Washington DC Lemon Law
Under the District of Columbia lemon law, any owner of brand-new vehicle may qualify for a full refund or replacement automobile if the car in question is defective and unrepairable.
For instance, consumers who purchase a new vehicle in the District of Columbia may qualify for compensation under these laws if they file a complaint within two years of purchasing the vehicle, or before the automobile odometer reads 18,000 miles.
To qualify for compensation under the car lemon law, however, the defect must significantly impair the vehicle’s market value, safety and operation.
Moreover, consumers may hire a lemon law attorney if they wish to obtain legal assistance when filing a claim. Many free mediation services are also available to DC residents who wish to file claims under these laws.
To learn more about these consumer protection laws and the benefits of hiring a lawyer after purchasing a qualifying lemon, review the information below.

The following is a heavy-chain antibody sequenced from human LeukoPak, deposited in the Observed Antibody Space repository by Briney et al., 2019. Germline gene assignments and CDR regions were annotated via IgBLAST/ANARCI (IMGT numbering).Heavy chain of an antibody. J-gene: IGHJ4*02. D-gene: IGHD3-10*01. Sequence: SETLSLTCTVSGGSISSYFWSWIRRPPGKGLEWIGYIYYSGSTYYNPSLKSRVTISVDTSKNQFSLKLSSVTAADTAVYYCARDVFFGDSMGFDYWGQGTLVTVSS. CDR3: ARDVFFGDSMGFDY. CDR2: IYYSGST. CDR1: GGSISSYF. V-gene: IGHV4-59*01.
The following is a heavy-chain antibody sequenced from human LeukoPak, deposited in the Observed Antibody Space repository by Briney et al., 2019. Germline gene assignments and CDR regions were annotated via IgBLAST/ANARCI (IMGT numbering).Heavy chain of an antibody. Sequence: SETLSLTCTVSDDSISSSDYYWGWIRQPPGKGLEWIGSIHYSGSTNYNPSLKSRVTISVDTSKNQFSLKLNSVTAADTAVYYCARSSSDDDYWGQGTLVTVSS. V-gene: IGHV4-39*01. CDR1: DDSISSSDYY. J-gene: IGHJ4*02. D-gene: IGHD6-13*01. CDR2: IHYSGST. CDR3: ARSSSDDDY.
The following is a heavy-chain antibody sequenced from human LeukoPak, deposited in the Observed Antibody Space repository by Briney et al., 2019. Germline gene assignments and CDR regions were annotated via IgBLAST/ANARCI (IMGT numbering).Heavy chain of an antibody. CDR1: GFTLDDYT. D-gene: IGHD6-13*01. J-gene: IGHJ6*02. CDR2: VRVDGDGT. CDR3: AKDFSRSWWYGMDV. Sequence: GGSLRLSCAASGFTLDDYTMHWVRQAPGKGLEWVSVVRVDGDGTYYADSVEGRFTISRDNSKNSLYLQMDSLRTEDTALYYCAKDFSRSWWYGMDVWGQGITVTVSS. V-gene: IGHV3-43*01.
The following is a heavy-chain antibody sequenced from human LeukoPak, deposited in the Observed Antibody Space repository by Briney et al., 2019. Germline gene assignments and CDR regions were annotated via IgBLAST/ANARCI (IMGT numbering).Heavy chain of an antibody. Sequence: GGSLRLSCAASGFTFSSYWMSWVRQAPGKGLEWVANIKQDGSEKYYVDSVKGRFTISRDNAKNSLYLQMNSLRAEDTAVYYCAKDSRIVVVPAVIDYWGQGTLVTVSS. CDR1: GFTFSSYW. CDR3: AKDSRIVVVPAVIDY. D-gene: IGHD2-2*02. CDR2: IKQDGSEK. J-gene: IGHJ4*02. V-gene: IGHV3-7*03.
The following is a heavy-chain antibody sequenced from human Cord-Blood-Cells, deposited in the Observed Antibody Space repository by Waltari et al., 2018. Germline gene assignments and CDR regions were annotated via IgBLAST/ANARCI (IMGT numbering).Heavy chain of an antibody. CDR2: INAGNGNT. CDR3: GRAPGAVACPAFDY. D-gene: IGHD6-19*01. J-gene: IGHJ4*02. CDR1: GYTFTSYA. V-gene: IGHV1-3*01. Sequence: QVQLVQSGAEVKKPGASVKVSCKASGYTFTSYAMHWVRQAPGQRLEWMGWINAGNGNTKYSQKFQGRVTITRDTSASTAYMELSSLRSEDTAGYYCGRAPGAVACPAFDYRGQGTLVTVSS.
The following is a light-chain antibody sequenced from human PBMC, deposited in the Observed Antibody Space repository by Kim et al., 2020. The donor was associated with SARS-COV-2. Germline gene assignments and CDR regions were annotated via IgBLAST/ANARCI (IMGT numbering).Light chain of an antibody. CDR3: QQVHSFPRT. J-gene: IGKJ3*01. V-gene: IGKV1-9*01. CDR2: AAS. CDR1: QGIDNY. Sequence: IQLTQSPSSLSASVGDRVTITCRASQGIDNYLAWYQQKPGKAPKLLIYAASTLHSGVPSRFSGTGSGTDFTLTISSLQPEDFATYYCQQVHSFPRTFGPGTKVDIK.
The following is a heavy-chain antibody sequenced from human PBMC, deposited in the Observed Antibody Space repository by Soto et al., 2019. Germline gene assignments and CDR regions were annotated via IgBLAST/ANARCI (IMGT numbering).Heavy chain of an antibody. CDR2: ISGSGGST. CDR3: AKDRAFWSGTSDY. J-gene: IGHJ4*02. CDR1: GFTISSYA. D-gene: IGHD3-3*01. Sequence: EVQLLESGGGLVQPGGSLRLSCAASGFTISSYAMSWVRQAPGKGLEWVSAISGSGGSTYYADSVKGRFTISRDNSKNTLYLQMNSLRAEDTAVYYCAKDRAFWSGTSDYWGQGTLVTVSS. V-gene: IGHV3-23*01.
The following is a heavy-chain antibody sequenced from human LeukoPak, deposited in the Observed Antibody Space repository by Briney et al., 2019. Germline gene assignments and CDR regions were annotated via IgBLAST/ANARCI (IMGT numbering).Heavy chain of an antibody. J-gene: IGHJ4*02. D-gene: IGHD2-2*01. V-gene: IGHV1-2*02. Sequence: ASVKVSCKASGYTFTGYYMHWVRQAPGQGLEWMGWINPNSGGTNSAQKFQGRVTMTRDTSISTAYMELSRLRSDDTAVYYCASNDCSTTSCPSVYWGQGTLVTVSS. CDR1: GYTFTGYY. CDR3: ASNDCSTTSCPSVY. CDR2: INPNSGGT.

What is the District of Columbia Lemon Law?
The District of Columbia car lemon law protects consumers who purchase unreliable, unsafe or defective motor vehicles. However, the vehicle must be new and have valid vehicle registration papers in the District of Columbia, as out-of-state automobiles are not covered under the law.
Also, these laws do not cover motor homes, motorcycles, recreational vehicles or used cars. As part of the lemon law definition, the following must also apply:
- The defect must occur before the vehicle reaches 18,000 miles, or within two years of its purchase date (whichever date comes first)
- The defect must significantly impair the vehicle’s use, safety or average resale value